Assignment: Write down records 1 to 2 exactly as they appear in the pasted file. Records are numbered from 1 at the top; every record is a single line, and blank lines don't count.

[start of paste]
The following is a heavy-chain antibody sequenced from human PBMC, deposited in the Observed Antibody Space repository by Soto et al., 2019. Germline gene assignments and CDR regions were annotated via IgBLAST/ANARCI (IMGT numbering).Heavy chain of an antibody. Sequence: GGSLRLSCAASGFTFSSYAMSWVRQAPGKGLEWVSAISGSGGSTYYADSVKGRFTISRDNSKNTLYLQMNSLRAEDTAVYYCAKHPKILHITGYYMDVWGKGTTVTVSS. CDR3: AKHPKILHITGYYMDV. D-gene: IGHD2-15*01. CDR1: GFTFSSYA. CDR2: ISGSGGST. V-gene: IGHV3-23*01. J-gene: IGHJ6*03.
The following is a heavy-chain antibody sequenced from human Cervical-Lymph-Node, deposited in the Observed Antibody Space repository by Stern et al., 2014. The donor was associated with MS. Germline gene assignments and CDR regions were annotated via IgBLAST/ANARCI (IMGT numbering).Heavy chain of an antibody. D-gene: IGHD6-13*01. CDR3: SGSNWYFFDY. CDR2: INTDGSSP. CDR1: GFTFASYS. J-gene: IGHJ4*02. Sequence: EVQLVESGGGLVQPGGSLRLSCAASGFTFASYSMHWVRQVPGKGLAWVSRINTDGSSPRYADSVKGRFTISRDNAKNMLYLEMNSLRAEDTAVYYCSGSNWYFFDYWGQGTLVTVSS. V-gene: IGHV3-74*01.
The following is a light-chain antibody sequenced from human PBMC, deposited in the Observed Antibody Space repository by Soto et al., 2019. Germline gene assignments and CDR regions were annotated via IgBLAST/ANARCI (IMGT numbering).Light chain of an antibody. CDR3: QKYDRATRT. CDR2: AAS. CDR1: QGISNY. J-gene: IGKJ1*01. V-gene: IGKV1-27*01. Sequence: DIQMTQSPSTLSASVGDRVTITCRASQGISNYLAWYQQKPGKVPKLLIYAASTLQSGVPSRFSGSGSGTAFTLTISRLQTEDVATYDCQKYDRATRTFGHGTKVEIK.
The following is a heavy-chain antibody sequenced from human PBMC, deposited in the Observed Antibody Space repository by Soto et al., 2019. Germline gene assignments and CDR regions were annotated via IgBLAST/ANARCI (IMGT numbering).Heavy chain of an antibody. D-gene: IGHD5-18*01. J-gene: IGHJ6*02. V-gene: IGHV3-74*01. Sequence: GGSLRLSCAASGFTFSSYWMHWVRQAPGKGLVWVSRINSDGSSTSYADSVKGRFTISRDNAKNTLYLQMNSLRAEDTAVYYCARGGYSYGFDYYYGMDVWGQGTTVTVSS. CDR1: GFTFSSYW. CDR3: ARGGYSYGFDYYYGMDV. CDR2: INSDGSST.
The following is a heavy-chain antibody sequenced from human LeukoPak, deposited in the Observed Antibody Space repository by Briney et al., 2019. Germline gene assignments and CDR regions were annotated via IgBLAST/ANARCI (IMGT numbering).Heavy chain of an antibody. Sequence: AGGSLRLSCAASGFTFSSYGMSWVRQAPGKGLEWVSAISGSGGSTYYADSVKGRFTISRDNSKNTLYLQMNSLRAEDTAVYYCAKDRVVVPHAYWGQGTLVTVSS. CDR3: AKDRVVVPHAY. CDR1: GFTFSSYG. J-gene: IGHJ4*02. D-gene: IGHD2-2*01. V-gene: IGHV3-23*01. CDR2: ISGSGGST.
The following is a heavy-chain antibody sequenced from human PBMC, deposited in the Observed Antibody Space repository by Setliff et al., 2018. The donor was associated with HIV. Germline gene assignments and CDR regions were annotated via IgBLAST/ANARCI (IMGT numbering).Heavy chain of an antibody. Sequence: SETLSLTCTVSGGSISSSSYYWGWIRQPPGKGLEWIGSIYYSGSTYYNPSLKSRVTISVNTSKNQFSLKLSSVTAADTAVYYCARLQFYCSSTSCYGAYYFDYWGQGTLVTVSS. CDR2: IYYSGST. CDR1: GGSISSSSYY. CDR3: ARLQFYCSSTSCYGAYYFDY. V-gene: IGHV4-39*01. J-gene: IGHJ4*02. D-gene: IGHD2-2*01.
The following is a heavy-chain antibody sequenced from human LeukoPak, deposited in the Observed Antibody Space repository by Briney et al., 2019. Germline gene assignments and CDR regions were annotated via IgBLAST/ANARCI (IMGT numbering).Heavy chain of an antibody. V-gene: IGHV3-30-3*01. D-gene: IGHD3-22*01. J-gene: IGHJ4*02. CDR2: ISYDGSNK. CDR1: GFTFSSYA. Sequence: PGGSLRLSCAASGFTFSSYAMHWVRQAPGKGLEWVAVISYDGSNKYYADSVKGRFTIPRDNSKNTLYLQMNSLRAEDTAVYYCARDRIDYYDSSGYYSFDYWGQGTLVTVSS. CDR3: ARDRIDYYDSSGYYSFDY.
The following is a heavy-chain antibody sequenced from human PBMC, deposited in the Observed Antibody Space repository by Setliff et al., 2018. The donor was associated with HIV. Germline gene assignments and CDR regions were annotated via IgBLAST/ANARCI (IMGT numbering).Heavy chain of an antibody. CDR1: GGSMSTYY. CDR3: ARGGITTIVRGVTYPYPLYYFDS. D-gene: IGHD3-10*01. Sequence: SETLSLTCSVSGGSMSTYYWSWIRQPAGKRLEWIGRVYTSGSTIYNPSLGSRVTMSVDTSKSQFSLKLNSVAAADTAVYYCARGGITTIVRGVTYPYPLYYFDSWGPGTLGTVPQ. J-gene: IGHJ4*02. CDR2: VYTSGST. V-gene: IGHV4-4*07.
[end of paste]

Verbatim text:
The following is a heavy-chain antibody sequenced from human PBMC, deposited in the Observed Antibody Space repository by Soto et al., 2019. Germline gene assignments and CDR regions were annotated via IgBLAST/ANARCI (IMGT numbering).Heavy chain of an antibody. Sequence: GGSLRLSCAASGFTFSSYAMSWVRQAPGKGLEWVSAISGSGGSTYYADSVKGRFTISRDNSKNTLYLQMNSLRAEDTAVYYCAKHPKILHITGYYMDVWGKGTTVTVSS. CDR3: AKHPKILHITGYYMDV. D-gene: IGHD2-15*01. CDR1: GFTFSSYA. CDR2: ISGSGGST. V-gene: IGHV3-23*01. J-gene: IGHJ6*03.
The following is a heavy-chain antibody sequenced from human Cervical-Lymph-Node, deposited in the Observed Antibody Space repository by Stern et al., 2014. The donor was associated with MS. Germline gene assignments and CDR regions were annotated via IgBLAST/ANARCI (IMGT numbering).Heavy chain of an antibody. D-gene: IGHD6-13*01. CDR3: SGSNWYFFDY. CDR2: INTDGSSP. CDR1: GFTFASYS. J-gene: IGHJ4*02. Sequence: EVQLVESGGGLVQPGGSLRLSCAASGFTFASYSMHWVRQVPGKGLAWVSRINTDGSSPRYADSVKGRFTISRDNAKNMLYLEMNSLRAEDTAVYYCSGSNWYFFDYWGQGTLVTVSS. V-gene: IGHV3-74*01.